“About two weeks ago I brought my two adult dogs. We left and about a week later my dogs started getting really sick and progressively got worse,” Gaylord Resident Michael Richison, explained.
Click here for the rest of the story.
New legislation introduced in the Michigan state house would prohibit drivers from driving with a dog on their lap. The bill was unveiled Tuesday by Detroit Democratic Rep. LaTanya Garrett. It states that one should not be allowed to drive with a dog on their lap unless it is there for a medical purpose. If violated a driver would be fined $100 on the first offense and $200 on each offense there after. Click here for the rest of the story.
photo credit: Digital Street SA website.
The holidays are a good time to spread some joy by volunteering time and donating money or supplies to your local animal organizations.
In Northern, lower Michigan, several animal rescue groups are wrapping presents for donations at the Traverse City BAM in exchange for donations. They will be there from now until Christmas Eve from morning until night time. You can click here for the schedule.
AC PAW is currently looking for volunteers to help out at adoptions and cleaning the cat cages at PetsMart in Traverse City. Adoption hours are Tuesdays and Thursdays, 5 to 7 pm, Saturdays noon to 4 pm and Sundays 1 to 4 pm. Please click here to volunteer.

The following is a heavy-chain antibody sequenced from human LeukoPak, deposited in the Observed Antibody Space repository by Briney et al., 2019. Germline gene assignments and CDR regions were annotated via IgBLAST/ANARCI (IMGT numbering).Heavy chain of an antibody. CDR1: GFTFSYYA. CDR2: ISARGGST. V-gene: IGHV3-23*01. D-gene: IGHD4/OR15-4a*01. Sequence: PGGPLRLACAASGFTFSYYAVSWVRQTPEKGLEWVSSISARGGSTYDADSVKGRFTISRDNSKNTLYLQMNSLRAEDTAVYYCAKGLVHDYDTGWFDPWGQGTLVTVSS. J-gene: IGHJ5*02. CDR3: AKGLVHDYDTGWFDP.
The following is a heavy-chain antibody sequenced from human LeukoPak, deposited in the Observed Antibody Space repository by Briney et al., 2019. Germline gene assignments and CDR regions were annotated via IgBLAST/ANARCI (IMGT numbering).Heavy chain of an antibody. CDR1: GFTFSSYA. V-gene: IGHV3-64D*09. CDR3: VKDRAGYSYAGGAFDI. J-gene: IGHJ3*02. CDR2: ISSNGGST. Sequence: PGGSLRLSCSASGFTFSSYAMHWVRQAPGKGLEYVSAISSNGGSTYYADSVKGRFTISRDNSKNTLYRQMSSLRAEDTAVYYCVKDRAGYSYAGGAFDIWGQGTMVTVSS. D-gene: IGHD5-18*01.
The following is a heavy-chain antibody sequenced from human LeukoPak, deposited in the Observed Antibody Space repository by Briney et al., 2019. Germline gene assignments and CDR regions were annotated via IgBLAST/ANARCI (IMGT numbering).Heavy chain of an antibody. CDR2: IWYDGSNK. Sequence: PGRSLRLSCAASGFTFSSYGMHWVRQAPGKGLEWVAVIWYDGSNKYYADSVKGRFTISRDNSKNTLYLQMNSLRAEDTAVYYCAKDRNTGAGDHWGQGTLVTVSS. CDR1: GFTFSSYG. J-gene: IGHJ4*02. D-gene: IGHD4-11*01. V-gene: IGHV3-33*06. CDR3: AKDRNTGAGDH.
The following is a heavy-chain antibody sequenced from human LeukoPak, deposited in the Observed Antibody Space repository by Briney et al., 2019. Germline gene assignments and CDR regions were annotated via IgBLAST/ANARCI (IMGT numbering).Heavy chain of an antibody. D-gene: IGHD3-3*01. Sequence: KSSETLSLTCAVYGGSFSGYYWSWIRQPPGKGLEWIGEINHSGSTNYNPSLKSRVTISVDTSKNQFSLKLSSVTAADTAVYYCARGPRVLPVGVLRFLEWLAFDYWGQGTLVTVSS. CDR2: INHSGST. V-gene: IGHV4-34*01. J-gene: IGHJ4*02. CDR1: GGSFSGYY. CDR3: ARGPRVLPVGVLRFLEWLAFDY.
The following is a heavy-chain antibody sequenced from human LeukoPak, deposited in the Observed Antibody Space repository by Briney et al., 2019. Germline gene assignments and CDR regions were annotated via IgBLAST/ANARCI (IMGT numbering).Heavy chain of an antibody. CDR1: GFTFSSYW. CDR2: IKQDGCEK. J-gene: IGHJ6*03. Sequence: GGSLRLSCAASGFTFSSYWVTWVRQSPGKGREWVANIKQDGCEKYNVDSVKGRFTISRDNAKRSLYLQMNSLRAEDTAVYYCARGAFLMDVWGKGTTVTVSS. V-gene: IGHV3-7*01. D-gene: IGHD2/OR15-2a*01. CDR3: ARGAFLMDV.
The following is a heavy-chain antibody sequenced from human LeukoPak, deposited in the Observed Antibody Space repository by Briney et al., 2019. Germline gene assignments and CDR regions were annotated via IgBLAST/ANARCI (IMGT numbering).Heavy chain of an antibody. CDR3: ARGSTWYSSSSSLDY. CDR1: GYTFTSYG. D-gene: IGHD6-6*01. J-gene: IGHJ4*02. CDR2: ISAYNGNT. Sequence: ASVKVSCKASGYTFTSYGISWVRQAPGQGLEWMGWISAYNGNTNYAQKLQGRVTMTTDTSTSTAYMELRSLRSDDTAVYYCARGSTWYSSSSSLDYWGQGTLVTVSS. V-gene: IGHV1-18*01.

Cherryland Humane Society has a wish list of items that they need including non-clumping cat litter, laundry soap, bleach, paper towels, medium and large size Kongs, gift cards, gas cards for transporting animals, hand sanitizer, and trash bags.
H.A.N.D.D.S. to the Rescue is signed up with Amazon.com so that money will be donated to the rescue group when you sign in to Amazon Smile here.
Please consider donating to your local animal rescue organizations and shelters this Christmas to help make the holidays happier for homeless cats and dogs.
Thanksgiving is a special holiday that brings together family and friends, but it also can carry some hazards for pets. Holiday food needs to be kept away from pets, and pet owners who travel need to either transport their pets safely or find safe accommodations for them at home. Follow these tips to keep your pets healthy and safe during the holiday. Click here for the rest of the story.
The Sheriff’s Department plans to continue its K9 program despite the loss of its first police dog, Ori, a German shepherd that was struck by a car and killed.
“It is with heavy heart to announce that Deputy Ori was killed …,”Sheriff Daniel Bean said in a statement.
“Deputy Ori’s death was a very unfortunate and tragic accident.”
The Community Foundation Endowment for Antrim donated $17,250 to establish Antrim County’s K-9 program.
Click here for the rest of the story.
photo credit: Brauer Productions
Unlike just about every other Animal Control Department in Michigan who funds their staff and services from a millage or general fund, Grand Traverse County gets their funding strictly from dog license fees. Their refusal to fund the Division because it’s not a state “mandated service” means the county’s Animal Control Division is short-staffed and will go back to one part-time Animal Control Officer this month.
With the 2018 budget approved by the County Commissioners last night and no money allocated for the Animal Control Division, they are hoping that the just-released dog licensing campaign yields enough new income to increase staff hours and services back to where they should be. Continue reading